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What is Inertia In Physics? Definition, Formula & Examples

The Inertia in physics refers to the property of an object to resist changes in its state of motion. More specifically, an object tends to stay at rest or in uniform motion unless acted upon by an external force. This concept is one of the fundamental principles described by Newton’s First Law of Motion.

What is Inertia In Physics

What is Inertia In Physics? Meaning And Definition

Inertia, in physics, is the property that bodies have of opposing a change in their state of rest or movement in which they are found. As such, inertia is the resistance offered by a body to alteration of its state at rest or movement.

Newton’s first law , also called the law of inertia or principle of inertia, states that an object will remain at rest or in uniform motion in a straight line, as long as its state is not altered by the action of an external force. Therefore, the greater the mass of the object, the greater the inertia, that is, the greater the resistance that the body offers to the alteration of its state.

In chemistry , inertness is the quality of some chemical substances of not reacting chemically in the presence of elements of other chemical species. An example of chemical inertness is the noble gases and molecular nitrogen, whose formula is N2.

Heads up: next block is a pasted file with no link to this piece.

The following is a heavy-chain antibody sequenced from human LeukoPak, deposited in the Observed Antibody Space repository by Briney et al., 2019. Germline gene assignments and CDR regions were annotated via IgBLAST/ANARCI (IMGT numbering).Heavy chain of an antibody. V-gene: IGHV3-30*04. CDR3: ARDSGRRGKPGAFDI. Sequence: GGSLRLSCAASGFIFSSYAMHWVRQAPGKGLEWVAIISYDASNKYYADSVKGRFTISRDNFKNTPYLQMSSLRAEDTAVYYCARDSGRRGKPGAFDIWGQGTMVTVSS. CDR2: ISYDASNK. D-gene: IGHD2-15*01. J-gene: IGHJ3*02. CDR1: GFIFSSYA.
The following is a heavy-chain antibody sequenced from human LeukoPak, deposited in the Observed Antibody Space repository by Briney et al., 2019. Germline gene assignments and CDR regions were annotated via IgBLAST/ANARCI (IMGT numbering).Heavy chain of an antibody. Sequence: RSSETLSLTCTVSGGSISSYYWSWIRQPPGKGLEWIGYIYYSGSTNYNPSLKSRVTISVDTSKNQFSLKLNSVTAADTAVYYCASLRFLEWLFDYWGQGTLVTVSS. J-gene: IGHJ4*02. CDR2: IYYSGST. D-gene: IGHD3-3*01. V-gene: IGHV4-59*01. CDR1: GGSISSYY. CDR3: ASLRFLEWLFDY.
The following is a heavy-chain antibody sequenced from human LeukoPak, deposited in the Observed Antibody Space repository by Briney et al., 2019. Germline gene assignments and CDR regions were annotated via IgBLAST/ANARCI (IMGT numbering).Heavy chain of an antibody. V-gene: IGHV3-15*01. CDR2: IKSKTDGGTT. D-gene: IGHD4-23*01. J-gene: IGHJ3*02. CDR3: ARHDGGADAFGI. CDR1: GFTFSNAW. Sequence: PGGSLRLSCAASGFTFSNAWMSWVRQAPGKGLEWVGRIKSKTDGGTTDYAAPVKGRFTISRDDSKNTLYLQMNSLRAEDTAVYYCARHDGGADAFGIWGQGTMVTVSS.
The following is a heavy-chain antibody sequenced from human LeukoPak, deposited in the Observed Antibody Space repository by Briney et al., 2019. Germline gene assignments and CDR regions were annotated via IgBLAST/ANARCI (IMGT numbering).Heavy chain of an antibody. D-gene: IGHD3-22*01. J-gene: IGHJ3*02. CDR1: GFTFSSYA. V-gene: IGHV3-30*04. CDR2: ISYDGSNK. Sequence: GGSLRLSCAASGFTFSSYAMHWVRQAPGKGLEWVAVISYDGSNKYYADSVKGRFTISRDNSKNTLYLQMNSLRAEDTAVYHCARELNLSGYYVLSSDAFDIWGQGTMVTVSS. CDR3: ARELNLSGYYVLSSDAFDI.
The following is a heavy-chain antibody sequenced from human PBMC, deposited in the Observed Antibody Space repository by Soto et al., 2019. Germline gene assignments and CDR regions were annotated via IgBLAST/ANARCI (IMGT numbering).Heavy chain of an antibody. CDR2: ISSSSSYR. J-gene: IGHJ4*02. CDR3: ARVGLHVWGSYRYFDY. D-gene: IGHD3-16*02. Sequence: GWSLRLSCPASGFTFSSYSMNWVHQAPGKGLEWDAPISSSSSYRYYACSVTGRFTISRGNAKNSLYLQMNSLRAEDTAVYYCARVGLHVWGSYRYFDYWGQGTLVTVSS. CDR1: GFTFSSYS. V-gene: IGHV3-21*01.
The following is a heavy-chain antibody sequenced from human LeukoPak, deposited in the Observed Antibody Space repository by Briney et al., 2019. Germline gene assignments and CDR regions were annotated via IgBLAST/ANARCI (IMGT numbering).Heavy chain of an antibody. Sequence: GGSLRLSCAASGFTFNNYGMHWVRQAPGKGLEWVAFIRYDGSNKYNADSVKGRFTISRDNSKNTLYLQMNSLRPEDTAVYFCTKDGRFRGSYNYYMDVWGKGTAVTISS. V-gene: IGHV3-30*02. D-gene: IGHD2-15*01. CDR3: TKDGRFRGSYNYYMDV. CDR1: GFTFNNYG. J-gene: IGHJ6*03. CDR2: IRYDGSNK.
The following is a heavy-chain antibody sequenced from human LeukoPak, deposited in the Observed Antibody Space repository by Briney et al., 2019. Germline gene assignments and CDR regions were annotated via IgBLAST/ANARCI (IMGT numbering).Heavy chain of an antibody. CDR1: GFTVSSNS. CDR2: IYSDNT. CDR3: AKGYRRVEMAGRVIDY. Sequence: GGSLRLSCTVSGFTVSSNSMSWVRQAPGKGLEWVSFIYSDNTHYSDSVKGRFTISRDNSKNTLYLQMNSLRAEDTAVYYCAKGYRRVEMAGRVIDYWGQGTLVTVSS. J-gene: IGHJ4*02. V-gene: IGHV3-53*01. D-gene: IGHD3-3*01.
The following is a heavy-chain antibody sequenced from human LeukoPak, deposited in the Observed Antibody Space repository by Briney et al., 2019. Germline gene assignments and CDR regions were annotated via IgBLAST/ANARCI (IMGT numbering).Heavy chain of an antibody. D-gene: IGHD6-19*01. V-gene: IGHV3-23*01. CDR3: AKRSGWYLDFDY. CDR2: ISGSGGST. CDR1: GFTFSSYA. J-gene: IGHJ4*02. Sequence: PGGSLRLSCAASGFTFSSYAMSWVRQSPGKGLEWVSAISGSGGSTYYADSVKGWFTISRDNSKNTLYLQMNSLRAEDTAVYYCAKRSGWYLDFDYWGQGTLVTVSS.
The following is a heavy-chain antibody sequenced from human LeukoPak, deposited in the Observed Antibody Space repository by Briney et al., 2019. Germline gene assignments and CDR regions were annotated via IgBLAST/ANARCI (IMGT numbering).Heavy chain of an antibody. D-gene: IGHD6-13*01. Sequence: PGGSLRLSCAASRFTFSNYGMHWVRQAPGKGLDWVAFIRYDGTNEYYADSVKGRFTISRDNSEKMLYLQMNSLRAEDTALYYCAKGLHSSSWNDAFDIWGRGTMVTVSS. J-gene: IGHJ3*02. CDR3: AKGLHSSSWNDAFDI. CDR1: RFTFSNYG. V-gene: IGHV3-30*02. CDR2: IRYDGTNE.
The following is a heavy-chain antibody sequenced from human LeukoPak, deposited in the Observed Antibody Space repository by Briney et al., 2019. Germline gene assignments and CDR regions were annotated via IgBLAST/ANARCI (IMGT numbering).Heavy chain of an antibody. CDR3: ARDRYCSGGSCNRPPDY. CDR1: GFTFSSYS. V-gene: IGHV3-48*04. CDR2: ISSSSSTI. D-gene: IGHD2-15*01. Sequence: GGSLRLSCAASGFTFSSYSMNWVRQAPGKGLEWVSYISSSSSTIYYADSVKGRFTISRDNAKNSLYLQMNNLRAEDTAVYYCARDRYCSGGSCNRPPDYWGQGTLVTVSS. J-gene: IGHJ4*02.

On the other hand, in geometry, moment of inertia or second moment of area is a geometric property that is related to the addition of the products obtained by multiplying each element of mass by the square of its distance to the axis. The greater the distance between the mass and the center of rotation, the greater the moment of inertia.

Inertia Formula

I = L / {\omega}


I = Inertia

L= Angular Momentum

{\omega}Angular velocity

Rest Inertia Vs Motion Inertia

  1. Rest Inertia: An object at rest tends to stay at rest unless a force is applied to it. This property is often called rest inertia.
  2. Motion Inertia: An object in motion tends to stay in motion with the same speed and in the same direction unless a force is applied to change its motion. This property is often called motion inertia.

Inertia Examples

  1. Car Seat Belt: When a car comes to a sudden stop, the passengers tend to keep moving forward due to their inertia. Wearing a seat belt is essential to prevent the passengers from continuing in motion and colliding with the car’s interior.
  2. Sliding on Ice: If you try to slide a book or any object across a smooth surface, it may not come to a stop immediately. Its inertia keeps it moving for a certain distance even after you stop applying force.
  3. Opening and Closing Doors: When you push a door, it doesn’t immediately start moving at the same speed as your hand. The door resists the change in its state of rest (or slow motion) due to its inertia.


The inertia is crucial for explaining various phenomena in mechanics and is a foundational concept in classical physics. It plays a key role in Newton’s laws of motion and contributes to our understanding of how objects behave in response to external forces.

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